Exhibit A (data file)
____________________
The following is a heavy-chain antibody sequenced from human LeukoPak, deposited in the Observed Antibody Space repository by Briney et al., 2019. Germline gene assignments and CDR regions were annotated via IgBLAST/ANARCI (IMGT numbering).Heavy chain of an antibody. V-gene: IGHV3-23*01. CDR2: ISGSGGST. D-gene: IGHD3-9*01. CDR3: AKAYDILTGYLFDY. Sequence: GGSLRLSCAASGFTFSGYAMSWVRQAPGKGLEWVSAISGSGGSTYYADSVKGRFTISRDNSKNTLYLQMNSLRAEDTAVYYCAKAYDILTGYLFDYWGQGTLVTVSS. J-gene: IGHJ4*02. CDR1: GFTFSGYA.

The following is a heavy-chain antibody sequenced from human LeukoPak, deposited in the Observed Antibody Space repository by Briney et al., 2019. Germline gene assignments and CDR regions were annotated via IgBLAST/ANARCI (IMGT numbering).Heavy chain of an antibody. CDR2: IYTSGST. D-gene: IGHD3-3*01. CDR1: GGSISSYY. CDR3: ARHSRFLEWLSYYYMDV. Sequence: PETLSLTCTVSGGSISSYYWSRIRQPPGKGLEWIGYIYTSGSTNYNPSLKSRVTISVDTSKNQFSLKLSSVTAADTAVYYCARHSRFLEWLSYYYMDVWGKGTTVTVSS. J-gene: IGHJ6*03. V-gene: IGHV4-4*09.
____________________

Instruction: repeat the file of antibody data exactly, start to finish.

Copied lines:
The following is a heavy-chain antibody sequenced from human LeukoPak, deposited in the Observed Antibody Space repository by Briney et al., 2019. Germline gene assignments and CDR regions were annotated via IgBLAST/ANARCI (IMGT numbering).Heavy chain of an antibody. V-gene: IGHV3-23*01. CDR2: ISGSGGST. D-gene: IGHD3-9*01. CDR3: AKAYDILTGYLFDY. Sequence: GGSLRLSCAASGFTFSGYAMSWVRQAPGKGLEWVSAISGSGGSTYYADSVKGRFTISRDNSKNTLYLQMNSLRAEDTAVYYCAKAYDILTGYLFDYWGQGTLVTVSS. J-gene: IGHJ4*02. CDR1: GFTFSGYA.

The following is a heavy-chain antibody sequenced from human LeukoPak, deposited in the Observed Antibody Space repository by Briney et al., 2019. Germline gene assignments and CDR regions were annotated via IgBLAST/ANARCI (IMGT numbering).Heavy chain of an antibody. CDR2: IYTSGST. D-gene: IGHD3-3*01. CDR1: GGSISSYY. CDR3: ARHSRFLEWLSYYYMDV. Sequence: PETLSLTCTVSGGSISSYYWSRIRQPPGKGLEWIGYIYTSGSTNYNPSLKSRVTISVDTSKNQFSLKLSSVTAADTAVYYCARHSRFLEWLSYYYMDVWGKGTTVTVSS. J-gene: IGHJ6*03. V-gene: IGHV4-4*09.